The one we handled had a glossy polycarbonate body and one of the brightest orange colors we've seen in person. These high-visibility colors are classic Lumia, Stephen Elop had the Cyan version in his hands, but there are also the more muted Black and White colors.

The Lumia 640 measures 8.8mm, pleasantly thin for this price range, but still carries the Lumia weight, 145g in this case.

The screen is still an IPS LCD with ClearBlack and Gorilla Glass protection, while the pixel density went up to just under 300ppi. The viewing angles and color rendering look great.

Microsoft MWC 2015
Microsoft MWC 2015
Microsoft MWC 2015
Microsoft MWC 2015

Microsoft Lumia 640

The camera department lost some of its headlining features, but is still much better than the current 6-series and below.

The main camera is an 8MP shooter that can record 1080p video - a big jump from the 5MP/720p of the Lumia 635. The Lumia 630 and below couldn't even do 720p and had no selfie camera. Anyway, the main camera uses a small 1/4" BSI sensor with a 28mmm f/2.2 lens.

The Lumia 640 selfie camera is not as impressive as on the XL model, but it's still a 1MP/720p shooter. This phone also supports the Dynamic flash and Rich capture features like the 640 XL model.

The battery is smaller though still good for the size. 2,500mAh gets you over 17 hours of talking on a 3G network and nearly 11 hours of Wi-Fi web browsing.

Microsoft Lumia 640 XL hands-on

Instead of another Lumia 13xx phablet, Microsoft chose to position this in the 6-series. With a bolstered 5-series and the new 4-series, the Lumia 6xx models are no longer an inch off the entry-level.

The Microsoft Lumia 640 XL is very impressive for a mid-ranger and will give similarly priced Androids a run for their money. It's bigger than the Moto Gs and Xperia E4s of the world with a 5.7" screen though.

The phablet has the familiar Lumia feel in the hand. The white color version we handled was made of matte polycarbonate, a quality material. It's reasonably thin at 9mm (a Moto G is 11mm), but has old-school Nokia weight, a whopping 171g. That's essentially the same as the Galaxy Note 4, which also has a 5.7" screen but also a metal frame.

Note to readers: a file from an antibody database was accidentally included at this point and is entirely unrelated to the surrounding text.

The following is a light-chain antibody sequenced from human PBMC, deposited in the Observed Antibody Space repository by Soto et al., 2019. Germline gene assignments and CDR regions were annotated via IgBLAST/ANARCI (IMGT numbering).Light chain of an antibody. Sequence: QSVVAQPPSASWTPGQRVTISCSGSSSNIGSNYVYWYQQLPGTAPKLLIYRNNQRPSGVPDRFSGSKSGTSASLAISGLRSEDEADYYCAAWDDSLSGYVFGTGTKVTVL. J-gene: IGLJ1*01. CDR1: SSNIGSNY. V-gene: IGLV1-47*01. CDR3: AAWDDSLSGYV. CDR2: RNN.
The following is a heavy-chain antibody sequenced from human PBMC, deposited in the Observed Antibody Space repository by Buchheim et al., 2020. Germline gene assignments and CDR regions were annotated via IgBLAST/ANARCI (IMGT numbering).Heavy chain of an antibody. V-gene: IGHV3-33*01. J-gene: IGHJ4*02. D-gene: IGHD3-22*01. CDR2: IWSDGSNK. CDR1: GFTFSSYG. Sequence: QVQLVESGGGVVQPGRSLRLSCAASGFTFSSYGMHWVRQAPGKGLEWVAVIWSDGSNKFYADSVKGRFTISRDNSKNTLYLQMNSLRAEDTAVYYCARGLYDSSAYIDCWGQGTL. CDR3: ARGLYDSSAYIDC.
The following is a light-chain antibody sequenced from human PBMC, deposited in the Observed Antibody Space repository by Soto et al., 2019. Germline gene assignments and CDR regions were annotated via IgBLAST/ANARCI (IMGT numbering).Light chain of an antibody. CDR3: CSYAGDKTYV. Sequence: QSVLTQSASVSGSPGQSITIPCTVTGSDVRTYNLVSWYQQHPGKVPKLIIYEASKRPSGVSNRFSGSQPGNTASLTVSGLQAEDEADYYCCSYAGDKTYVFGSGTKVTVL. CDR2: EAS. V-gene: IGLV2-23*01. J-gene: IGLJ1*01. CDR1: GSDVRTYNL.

The screen measures 5.7" big and has 720p resolution, giving it a decent 259ppi pixel density. The Windows tiles and typography UI looks quite good at this density.

Microsoft MWC 2015
Microsoft MWC 2015

Microsoft Lumia 640 XL

The display is an IPS LCD with good viewing angles. It has a polarizing filter, ClearBlack, which cuts down reflections and further improves the image quality. There's Gorilla Glass 3 protection.

Going back to the flip side of the Lumia 640 XL, this is where the magic starts to happen. Microsoft had already brought a Zeiss lens on a mid-ranger, but the Lumia 830 is noticeably pricier than the 640 XL.

This one has a higher resolution sensor (13MP vs. 10MP) and it's bigger to boot (1/3" vs. 1/3.4"). There's no optical image stabilization, but it has an f/2.0 aperture and records 1080p videos.

The selfie camera is a 5MP shooter that can also record 1080p video. It seems to be the unit from the Lumia 735 as it matches the other specs too, f/2.4 aperture on a wide-angel 24mm lens.

Microsoft MWC 2015
Microsoft MWC 2015
Microsoft MWC 2015

13MP camera with Zeiss optics

Microsoft has further enhanced the camera software aside from the Lumia Camera and Lumia Selfie features we've seen before. A new feature called Living Image is similar to HTC's Zoe in that it records a 1 second video that leads up to the photo (that is the end of the video matches the photo).

Since the Microsoft Lumia 635 has an LED flash (Lumia 63x phones didn't) it can take advantage of Rich Capture. The phone takes two photos - one without flash and one with flash on - and you can adjust the strength of the flash after the fact.

The one disappointing feature of the phablet is the chipset - a Snapdragon 400. That includes a 1.2GHz quad-core Cortex-A7, 1GB of RAM and Adreno 305 GPU. Windows phone 8.1 runs smoothly, but we're yet to see how Windows 10 will handle on the device.

There's a 3,000mAh battery sealed inside the body of the phablet, which Microsoft claims is enough for 24 hours of talking on a 3G network or browsing the web over Wi-Fi for over 14 hours.